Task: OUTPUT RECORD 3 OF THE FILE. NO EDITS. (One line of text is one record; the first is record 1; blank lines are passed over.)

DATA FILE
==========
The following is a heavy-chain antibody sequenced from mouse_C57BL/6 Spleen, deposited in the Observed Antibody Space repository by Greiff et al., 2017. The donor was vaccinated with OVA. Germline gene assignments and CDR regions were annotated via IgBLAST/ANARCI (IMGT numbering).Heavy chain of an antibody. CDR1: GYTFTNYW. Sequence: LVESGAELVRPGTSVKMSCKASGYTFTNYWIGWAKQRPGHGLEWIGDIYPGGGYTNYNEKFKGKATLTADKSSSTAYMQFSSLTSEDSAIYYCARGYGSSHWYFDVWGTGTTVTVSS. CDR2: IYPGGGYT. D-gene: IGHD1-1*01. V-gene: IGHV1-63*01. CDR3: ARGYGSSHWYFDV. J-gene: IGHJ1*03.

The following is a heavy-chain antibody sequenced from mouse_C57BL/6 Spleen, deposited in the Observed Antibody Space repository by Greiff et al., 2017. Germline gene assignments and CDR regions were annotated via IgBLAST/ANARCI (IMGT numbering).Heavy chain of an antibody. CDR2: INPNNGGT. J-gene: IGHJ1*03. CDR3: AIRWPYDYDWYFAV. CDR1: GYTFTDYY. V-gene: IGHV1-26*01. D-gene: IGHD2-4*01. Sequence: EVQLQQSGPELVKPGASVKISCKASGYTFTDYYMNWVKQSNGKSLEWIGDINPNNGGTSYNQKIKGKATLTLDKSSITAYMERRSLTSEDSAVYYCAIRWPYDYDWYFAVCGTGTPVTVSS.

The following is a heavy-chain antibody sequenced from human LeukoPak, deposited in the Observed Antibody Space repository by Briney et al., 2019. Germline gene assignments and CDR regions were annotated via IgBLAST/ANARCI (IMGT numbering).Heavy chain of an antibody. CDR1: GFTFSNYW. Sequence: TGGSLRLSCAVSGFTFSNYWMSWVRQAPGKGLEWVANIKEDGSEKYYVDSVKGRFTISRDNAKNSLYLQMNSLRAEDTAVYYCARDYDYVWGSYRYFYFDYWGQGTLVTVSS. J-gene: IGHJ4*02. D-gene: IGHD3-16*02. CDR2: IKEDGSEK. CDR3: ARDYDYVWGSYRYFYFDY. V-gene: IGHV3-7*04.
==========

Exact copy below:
The following is a heavy-chain antibody sequenced from human LeukoPak, deposited in the Observed Antibody Space repository by Briney et al., 2019. Germline gene assignments and CDR regions were annotated via IgBLAST/ANARCI (IMGT numbering).Heavy chain of an antibody. CDR1: GFTFSNYW. Sequence: TGGSLRLSCAVSGFTFSNYWMSWVRQAPGKGLEWVANIKEDGSEKYYVDSVKGRFTISRDNAKNSLYLQMNSLRAEDTAVYYCARDYDYVWGSYRYFYFDYWGQGTLVTVSS. J-gene: IGHJ4*02. D-gene: IGHD3-16*02. CDR2: IKEDGSEK. CDR3: ARDYDYVWGSYRYFYFDY. V-gene: IGHV3-7*04.